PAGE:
Roswell City Walk by Lennar Multi-Family Corporation is currently constructing a large piece of the residential aspect of the new Groveway multi-use community. This will include 320 luxury units with one, two and three bedrooms. This urban style living is expected to attract primarily young professionals and empty nesters. It will increase the diversity of housing options and improve walkability in the downtown area. Lennar has seen the potential of Roswell’s future and has made a sizable investment in order to become part of the ever growing community.
The Groveway Community Hybrid Form-Based Code Regulations is a great opportunity for the City of Roswell and the community to revitalize this area into a thriving, vibrant neighborhood for our City. The City and the community began the planning process for Groveway back in 2007 for what is now an exciting proposal to redevelop this area. With a grant from the Atlanta Regional Commission (ARC), the City completed a study of Groveway with extensive public involvement. During this first step, a series of short-term and long term recommendation were made relating to land use, urban design and transportation.
In February of 2009, the City was awarded a second ARC grant to hold design charrettes (community stakeholders input exercises) that would result in a more fine-tuned vision for the area. This stakeholder committee spent several months discussing issues, challenges and opportunities along with strategies for meeting the needs of all current and future residents in the area.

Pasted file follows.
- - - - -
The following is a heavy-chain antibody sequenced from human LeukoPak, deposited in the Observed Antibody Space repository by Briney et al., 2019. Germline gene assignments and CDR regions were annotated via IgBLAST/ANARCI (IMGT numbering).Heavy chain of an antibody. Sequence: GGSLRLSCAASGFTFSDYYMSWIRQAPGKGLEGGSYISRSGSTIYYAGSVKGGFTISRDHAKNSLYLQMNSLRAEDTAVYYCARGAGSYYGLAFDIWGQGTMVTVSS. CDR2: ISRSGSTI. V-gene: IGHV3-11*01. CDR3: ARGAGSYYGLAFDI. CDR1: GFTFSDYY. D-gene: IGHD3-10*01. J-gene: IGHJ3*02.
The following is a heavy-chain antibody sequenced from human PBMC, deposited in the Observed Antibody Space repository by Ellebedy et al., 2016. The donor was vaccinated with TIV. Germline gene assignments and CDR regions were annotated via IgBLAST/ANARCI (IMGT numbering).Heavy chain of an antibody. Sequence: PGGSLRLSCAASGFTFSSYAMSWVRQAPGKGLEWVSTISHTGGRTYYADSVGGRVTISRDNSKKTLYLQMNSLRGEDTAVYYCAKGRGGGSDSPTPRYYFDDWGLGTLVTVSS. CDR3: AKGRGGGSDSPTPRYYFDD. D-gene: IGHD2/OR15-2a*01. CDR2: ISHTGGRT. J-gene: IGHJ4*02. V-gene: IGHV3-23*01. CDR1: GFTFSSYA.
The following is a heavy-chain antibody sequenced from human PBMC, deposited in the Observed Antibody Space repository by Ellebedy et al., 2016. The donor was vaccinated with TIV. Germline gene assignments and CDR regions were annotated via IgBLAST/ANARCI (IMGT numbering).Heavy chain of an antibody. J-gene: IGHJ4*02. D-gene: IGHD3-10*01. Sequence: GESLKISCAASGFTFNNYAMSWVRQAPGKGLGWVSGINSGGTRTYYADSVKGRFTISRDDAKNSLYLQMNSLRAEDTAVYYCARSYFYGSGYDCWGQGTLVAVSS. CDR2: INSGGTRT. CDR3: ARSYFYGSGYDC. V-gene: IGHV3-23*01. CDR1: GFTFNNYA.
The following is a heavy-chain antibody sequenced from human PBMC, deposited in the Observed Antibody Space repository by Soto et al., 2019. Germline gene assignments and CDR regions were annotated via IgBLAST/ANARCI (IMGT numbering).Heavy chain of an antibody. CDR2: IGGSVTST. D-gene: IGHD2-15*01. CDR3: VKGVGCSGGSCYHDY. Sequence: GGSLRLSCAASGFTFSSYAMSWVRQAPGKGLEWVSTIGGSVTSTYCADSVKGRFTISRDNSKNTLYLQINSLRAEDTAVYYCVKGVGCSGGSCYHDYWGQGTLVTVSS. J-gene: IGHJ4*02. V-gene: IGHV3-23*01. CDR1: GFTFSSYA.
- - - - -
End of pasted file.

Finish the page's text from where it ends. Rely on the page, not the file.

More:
The Groveway project has been a community driven effort with multiple meetings for citizen input. The City has held a two-day charrette with citizens, four community meetings and 17 Groveway Stakeholder committee meetings following the charrette. The result is a community vision and comprehensive plan for Groveway: A mixed-use zoning code overlay that will re-create the area, making it a vibrant part of our city.
Historic Gateway Project Plan
The Town Square/Atlanta Street corridor was once the thriving heart of the City, but today it has become a major commuter thoroughfare and is fragmented in design and character and unsafe to drive. The change from a local to a major regional route has drastically altered the nature of the corridor.
The overall speed coupled with the reversible lanes makes it difficult for vehicles to turn into businesses and residential areas along the corridor. Many of Roswell’s historic resources are found in this area and are underutilized. The lack of a cohesive vision which would include appropriate design, character and land use has caused the area to deteriorate and suffer from lack of investment. Attention to transportation and planning in this area is important because it is the gateway to the City and entrance into the Historic District.
Historic Gateway Transportation Project
The Historic Gateway Transportation Project began in January 2011 with the purpose of designing a project along Atlanta Street (SR 9) from the Chattahoochee River to Marietta Highway (SR 120). The primary goal of this project is to make multimodal transportation and safety improvements along the corridor and to remove the outdated and dangerous reversible lane system. The final road design will be used to develop the Historic Gateway Master Plan.